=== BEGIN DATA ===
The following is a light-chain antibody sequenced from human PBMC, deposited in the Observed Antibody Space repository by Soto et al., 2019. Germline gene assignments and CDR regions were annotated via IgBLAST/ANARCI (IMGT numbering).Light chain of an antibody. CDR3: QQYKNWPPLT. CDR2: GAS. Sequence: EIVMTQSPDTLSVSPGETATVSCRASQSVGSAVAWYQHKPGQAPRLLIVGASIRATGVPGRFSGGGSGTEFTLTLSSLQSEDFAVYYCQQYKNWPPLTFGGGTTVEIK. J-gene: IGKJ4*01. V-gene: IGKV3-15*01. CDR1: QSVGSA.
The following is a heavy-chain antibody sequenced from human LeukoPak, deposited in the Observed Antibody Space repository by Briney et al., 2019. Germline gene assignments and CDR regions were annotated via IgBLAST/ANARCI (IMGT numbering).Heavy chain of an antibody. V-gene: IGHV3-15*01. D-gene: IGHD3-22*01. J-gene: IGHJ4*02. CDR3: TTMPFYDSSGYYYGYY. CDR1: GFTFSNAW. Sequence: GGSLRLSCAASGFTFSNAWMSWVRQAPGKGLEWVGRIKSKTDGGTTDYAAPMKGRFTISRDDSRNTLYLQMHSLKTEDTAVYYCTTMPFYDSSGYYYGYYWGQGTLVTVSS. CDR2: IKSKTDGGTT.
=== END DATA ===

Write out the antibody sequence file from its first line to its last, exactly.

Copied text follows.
The following is a light-chain antibody sequenced from human PBMC, deposited in the Observed Antibody Space repository by Soto et al., 2019. Germline gene assignments and CDR regions were annotated via IgBLAST/ANARCI (IMGT numbering).Light chain of an antibody. CDR3: QQYKNWPPLT. CDR2: GAS. Sequence: EIVMTQSPDTLSVSPGETATVSCRASQSVGSAVAWYQHKPGQAPRLLIVGASIRATGVPGRFSGGGSGTEFTLTLSSLQSEDFAVYYCQQYKNWPPLTFGGGTTVEIK. J-gene: IGKJ4*01. V-gene: IGKV3-15*01. CDR1: QSVGSA.
The following is a heavy-chain antibody sequenced from human LeukoPak, deposited in the Observed Antibody Space repository by Briney et al., 2019. Germline gene assignments and CDR regions were annotated via IgBLAST/ANARCI (IMGT numbering).Heavy chain of an antibody. V-gene: IGHV3-15*01. D-gene: IGHD3-22*01. J-gene: IGHJ4*02. CDR3: TTMPFYDSSGYYYGYY. CDR1: GFTFSNAW. Sequence: GGSLRLSCAASGFTFSNAWMSWVRQAPGKGLEWVGRIKSKTDGGTTDYAAPMKGRFTISRDDSRNTLYLQMHSLKTEDTAVYYCTTMPFYDSSGYYYGYYWGQGTLVTVSS. CDR2: IKSKTDGGTT.